If the "Designer" did any original design work, creating a new design for the clothing involved, even if it is a minor variation on a standard pattern, that creates a copyrightable work, whose copyright will have initially vested in the designer. Who provided physical materials is irrelevant. Who provided ideas may not be. If the person mentioned in the question as the "designer" in fact simply implemented other people's ideas and made no original design work, then there may be no copyright. If, however, the designer did original design work to translate general ideas into actual clothing design, then the designer has a copyright, which may or may not be shared with those contributing ideas, depending on the factual details.
Copyrights are not "obtained", in the UK and the US (and all other countries that are members of the Berne convention) they are automatic on creation of any copyrightable work in any tangible form, and a work of clothing design can definitely be original enough to be copyrighted. (But it might not be.)
This will not, however, give the designer ownership of the physical clothes. That is separate from ownership of the copyright, if any, in the design.
As to any images, such as of cartoon characters, used on the clothing, copyrights in those will be that of the original creators of the image. if the designer modified the images, then that probably creates a derivative work, which is a copyright infringement unless permission was obtained or the design had been released under a permissive license.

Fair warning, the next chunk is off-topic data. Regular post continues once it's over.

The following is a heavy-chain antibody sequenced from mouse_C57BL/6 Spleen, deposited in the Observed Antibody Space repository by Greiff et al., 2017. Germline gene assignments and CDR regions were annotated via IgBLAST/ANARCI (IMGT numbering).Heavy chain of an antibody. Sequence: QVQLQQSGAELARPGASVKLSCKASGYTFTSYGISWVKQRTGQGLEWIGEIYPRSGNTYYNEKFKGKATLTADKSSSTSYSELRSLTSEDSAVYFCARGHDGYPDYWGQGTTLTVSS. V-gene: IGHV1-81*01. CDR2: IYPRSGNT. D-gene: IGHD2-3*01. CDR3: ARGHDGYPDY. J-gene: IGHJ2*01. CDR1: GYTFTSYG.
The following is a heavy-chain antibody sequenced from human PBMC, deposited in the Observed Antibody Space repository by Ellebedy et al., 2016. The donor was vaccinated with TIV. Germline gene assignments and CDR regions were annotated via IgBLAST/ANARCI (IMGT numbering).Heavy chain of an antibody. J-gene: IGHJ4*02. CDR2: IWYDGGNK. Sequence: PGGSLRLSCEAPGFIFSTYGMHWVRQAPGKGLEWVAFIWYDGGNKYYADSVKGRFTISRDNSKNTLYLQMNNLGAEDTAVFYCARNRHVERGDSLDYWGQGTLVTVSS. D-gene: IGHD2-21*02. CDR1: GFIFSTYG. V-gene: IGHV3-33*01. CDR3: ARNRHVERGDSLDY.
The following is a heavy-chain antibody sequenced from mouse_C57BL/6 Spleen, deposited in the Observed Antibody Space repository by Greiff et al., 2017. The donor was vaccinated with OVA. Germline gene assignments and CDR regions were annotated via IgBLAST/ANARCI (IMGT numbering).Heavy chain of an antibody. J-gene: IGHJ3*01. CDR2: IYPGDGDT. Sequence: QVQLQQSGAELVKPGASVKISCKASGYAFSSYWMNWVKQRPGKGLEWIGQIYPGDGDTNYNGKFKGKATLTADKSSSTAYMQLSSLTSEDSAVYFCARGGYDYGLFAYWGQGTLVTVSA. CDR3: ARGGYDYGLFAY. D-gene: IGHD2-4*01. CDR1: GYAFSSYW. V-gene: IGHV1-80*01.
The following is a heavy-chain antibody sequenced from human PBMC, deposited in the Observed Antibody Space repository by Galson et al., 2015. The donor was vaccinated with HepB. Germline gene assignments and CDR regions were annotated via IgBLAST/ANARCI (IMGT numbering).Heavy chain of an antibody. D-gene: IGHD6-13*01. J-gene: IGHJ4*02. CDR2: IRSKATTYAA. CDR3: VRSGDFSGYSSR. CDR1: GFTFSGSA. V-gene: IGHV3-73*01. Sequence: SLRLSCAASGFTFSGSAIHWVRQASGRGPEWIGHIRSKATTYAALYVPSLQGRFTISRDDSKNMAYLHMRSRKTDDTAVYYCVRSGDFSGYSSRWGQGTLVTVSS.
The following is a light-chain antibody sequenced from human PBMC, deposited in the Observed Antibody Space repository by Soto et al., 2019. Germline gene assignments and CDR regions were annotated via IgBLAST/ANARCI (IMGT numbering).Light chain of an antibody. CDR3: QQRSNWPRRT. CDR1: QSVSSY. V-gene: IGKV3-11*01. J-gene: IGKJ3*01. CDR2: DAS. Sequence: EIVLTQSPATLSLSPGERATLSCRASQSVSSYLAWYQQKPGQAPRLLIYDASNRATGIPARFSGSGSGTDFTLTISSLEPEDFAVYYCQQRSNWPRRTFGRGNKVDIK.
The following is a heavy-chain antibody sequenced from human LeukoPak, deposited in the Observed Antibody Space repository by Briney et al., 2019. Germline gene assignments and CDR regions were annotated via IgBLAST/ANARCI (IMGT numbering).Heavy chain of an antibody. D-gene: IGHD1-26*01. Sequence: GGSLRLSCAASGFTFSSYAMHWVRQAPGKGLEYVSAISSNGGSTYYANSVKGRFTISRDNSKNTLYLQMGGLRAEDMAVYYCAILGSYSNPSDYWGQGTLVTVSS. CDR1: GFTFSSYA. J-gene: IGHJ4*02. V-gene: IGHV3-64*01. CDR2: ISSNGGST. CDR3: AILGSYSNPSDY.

If these clothes are not being reproduced in quantity for sale, there is a good chance that the copyright owner will not notice, or will not bother to sue for infringement, but that is no guarantee. If the images were used to advertise the show, or are late used to advertise the clothes for sale, and the images are trademarked, that might well be a trademark infringement, and the trademark holder might sue. In the US one may obtain a trademark merely by using a logo or image in trade, but in the UK trademarks must be registered to be protected.
None of the copyright or trademark issues would affect the actual ownership of the physical clothes.
How much design work the designer did and whether a copyright would result is a factual issue that cannot be answered from the info in the question. If the only changes made were to apply the image, then there would be no original design in the clothing itself, and so no copyright in it.
Note that when one purchases a "pattern" for a shirt or dress, even though it is not very different from many other similar articles of clothing, it will carry a copyright notice and be protected by copyright.